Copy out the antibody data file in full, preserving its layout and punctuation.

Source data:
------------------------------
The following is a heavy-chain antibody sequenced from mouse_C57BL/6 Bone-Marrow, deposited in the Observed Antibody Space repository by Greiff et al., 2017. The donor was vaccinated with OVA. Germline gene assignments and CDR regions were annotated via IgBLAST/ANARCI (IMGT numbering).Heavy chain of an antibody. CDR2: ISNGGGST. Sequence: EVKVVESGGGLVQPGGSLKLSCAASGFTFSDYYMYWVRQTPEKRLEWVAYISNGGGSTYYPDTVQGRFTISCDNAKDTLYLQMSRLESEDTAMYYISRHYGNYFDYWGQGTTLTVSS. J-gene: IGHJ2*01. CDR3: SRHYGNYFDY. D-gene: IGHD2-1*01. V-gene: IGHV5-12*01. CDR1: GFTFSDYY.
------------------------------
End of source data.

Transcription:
The following is a heavy-chain antibody sequenced from mouse_C57BL/6 Bone-Marrow, deposited in the Observed Antibody Space repository by Greiff et al., 2017. The donor was vaccinated with OVA. Germline gene assignments and CDR regions were annotated via IgBLAST/ANARCI (IMGT numbering).Heavy chain of an antibody. CDR2: ISNGGGST. Sequence: EVKVVESGGGLVQPGGSLKLSCAASGFTFSDYYMYWVRQTPEKRLEWVAYISNGGGSTYYPDTVQGRFTISCDNAKDTLYLQMSRLESEDTAMYYISRHYGNYFDYWGQGTTLTVSS. J-gene: IGHJ2*01. CDR3: SRHYGNYFDY. D-gene: IGHD2-1*01. V-gene: IGHV5-12*01. CDR1: GFTFSDYY.